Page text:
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Adrenal hormones and their synthetic analogues

The mammalian and human adrenal cortex produces a large amount of steroid hormones called corticosteroids.
They are derived from pregnane and can be chemically divided into 11-deoxysteroids, 11-hydroxysteroids and 11, 17-hydroxy-steroids. The first group includes deoxycorticosterone, which does not have an oxygen atom in position 11 of the steroid nucleus. Group 11, 17-oxysteroids include cortisol (hydrocortisone) and cortisone. These substances are isolated from the adrenal cortex in crystalline form.
For use as a medicine, corticosteroids are currently produced synthetically. A number of synthetic drugs are widely used in medical practice.
Endogenous hormones of the adrenal cortex are essential for human and animal life. Animals die several days after adrenal gland removal (adrenectomy). Acute adrenal insufficiency is accompanied by thickening of the blood, lowering blood pressure, gastrointestinal disorders, asthenia, lowering body temperature and basal metabolic rate; there is also a loss of sodium and potassium retention, hypoglycemia, a delay in the blood of nitrogenous substances. The introduction of corticosteroids to adrenectomized animals (especially with the simultaneous introduction of sodium chloride and water) leads to the disappearance of pathological phenomena and the preservation of life.
According to the effect on metabolism, the main corticosteroids are divided into two groups: mineralocorticosteroids and glucocorticosteroids, or mineralocorticoids and glucocorticoids.
The main representatives of the first group are aldosterone and deoxycorticosterone. These hormones actively affect the exchange of electrolytes and water and relatively little - on carbohydrate and protein metabolism. Of the drugs belonging to the mineracorticosteroid group, deoxycorticosterone acetate (DOXA) is the most widely used in medical practice.
The main endogenous (natural) glucocorticosteroids are cortisol (hydrocortisone) and cortisone. They actively influence carbohydrate and protein metabolism, but are less active in relation to water and salt metabolism. Contribute to the accumulation of glycogen in the liver, increase blood glucose, cause an increase in nitrogen excretion in the urine.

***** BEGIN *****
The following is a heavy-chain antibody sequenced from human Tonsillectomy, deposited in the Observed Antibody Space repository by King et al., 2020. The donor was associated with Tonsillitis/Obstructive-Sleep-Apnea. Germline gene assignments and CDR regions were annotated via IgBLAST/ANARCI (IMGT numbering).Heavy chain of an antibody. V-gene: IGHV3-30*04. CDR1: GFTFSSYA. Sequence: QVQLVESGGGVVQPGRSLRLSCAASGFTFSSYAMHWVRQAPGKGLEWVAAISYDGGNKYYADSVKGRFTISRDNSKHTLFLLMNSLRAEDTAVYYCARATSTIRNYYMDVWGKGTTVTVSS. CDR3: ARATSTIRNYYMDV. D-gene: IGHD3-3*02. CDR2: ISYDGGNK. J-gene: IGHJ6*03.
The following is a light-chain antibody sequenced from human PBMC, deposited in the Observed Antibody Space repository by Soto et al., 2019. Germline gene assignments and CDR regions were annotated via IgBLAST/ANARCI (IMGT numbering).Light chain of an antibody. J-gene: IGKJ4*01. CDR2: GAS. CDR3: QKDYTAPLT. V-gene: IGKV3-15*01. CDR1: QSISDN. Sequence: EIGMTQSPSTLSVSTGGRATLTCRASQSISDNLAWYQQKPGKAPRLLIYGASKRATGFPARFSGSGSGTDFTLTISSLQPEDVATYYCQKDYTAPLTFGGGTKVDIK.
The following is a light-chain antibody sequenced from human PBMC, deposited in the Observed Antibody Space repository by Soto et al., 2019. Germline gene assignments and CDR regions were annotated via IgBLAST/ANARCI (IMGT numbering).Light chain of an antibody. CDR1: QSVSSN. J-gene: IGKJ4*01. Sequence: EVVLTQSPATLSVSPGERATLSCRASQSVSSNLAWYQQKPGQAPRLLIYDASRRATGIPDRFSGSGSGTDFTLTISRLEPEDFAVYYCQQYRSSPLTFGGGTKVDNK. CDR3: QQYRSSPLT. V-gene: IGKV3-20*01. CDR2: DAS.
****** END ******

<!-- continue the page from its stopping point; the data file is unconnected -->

Under the influence of glucocorticosteroids, the pattern of red and white blood changes, eosinopenia, lymphopenia and neutrophilia develop.
Glucocorticosteroids have anti-inflammatory, desensitizing and anti-allergic effects. They also have anti-shock and anti-toxic properties.
Characteristic of glucocorticosteroids is their immunosuppressive activity. Unlike cytostatics, the immunosuppressive properties of glucocorticosteroids are not associated with the mitostatic effect.
Their immunosuppressive effect is the total result of the suppression of different stages of immunogenesis: the migration of stem cells (bone marrow), the migration of B cells, and the interaction of T and B lymphocytes.
According to modern data, corticosteroids inhibit the release of cytokinins (interleukins 1 and 2 and interferon) from lymphocytes and macrophages, inhibit the release of inflammatory mediators by eosinophils, reduce arachidonic acid metabolism (see Prostaglandins). Stimulating steroid receptors, they induce the formation of a special class of lipocortin proteins with anti-edematous activity.
In relatively large doses, glucocorticosteroids inhibit the development of lymphoid and connective tissue, including reticuloendothelium; reduce the number of mast cells that are the place of formation of hyaluronic acid; inhibit the activity of hyaluronidase and help reduce capillary permeability. Under the influence of glucocorticosteroids, synthesis is delayed and the breakdown of proteins is accelerated.
The production of adrenal hormones is controlled by the central nervous system and is closely related to the function of the pituitary gland. Adrenocorticotropic hormone of the pituitary (ACTH; corticotropin - see) is a physiological stimulator of the adrenal cortex; without it, the normal function of the adrenal cortex is impossible. With various adverse effects causing a state of tension (stress) in the body, the functions of the pituitary gland are enhanced, accompanied by the release of an increased amount of corticotropin and stimulation of the function of the adrenal cortex. Corticotropin enhances mainly the formation and release of glucocorticosteroids. The latter in turn affect the pituitary gland, inhibiting the production of corticotropin and thus reducing the further excitation of the adrenal glands. Prolonged introduction into the body of glucocorticosteroids (cortisone and its analogues) can lead to inhibition and atrophy of the adrenal cortex, as well as to the inhibition of the formation of gonadotropic and thyrotropic hormones of the pituitary gland.